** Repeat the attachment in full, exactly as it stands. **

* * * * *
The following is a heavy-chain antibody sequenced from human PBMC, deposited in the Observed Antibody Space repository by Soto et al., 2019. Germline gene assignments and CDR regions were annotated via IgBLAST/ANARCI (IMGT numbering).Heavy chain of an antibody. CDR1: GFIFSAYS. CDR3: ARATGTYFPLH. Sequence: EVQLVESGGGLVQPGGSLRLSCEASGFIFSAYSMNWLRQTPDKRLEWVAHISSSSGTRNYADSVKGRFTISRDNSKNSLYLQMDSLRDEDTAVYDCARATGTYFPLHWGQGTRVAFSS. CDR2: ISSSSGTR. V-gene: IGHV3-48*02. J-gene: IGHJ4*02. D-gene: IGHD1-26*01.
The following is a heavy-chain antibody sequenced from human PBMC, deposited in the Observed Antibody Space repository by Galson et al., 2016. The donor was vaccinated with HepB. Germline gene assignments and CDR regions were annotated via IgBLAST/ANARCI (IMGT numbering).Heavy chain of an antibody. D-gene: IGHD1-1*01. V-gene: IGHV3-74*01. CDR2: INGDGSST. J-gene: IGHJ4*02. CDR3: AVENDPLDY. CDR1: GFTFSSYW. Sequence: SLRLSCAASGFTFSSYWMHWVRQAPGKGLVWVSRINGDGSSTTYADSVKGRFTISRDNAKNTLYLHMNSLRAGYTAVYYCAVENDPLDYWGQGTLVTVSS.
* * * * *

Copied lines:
The following is a heavy-chain antibody sequenced from human PBMC, deposited in the Observed Antibody Space repository by Soto et al., 2019. Germline gene assignments and CDR regions were annotated via IgBLAST/ANARCI (IMGT numbering).Heavy chain of an antibody. CDR1: GFIFSAYS. CDR3: ARATGTYFPLH. Sequence: EVQLVESGGGLVQPGGSLRLSCEASGFIFSAYSMNWLRQTPDKRLEWVAHISSSSGTRNYADSVKGRFTISRDNSKNSLYLQMDSLRDEDTAVYDCARATGTYFPLHWGQGTRVAFSS. CDR2: ISSSSGTR. V-gene: IGHV3-48*02. J-gene: IGHJ4*02. D-gene: IGHD1-26*01.
The following is a heavy-chain antibody sequenced from human PBMC, deposited in the Observed Antibody Space repository by Galson et al., 2016. The donor was vaccinated with HepB. Germline gene assignments and CDR regions were annotated via IgBLAST/ANARCI (IMGT numbering).Heavy chain of an antibody. D-gene: IGHD1-1*01. V-gene: IGHV3-74*01. CDR2: INGDGSST. J-gene: IGHJ4*02. CDR3: AVENDPLDY. CDR1: GFTFSSYW. Sequence: SLRLSCAASGFTFSSYWMHWVRQAPGKGLVWVSRINGDGSSTTYADSVKGRFTISRDNAKNTLYLHMNSLRAGYTAVYYCAVENDPLDYWGQGTLVTVSS.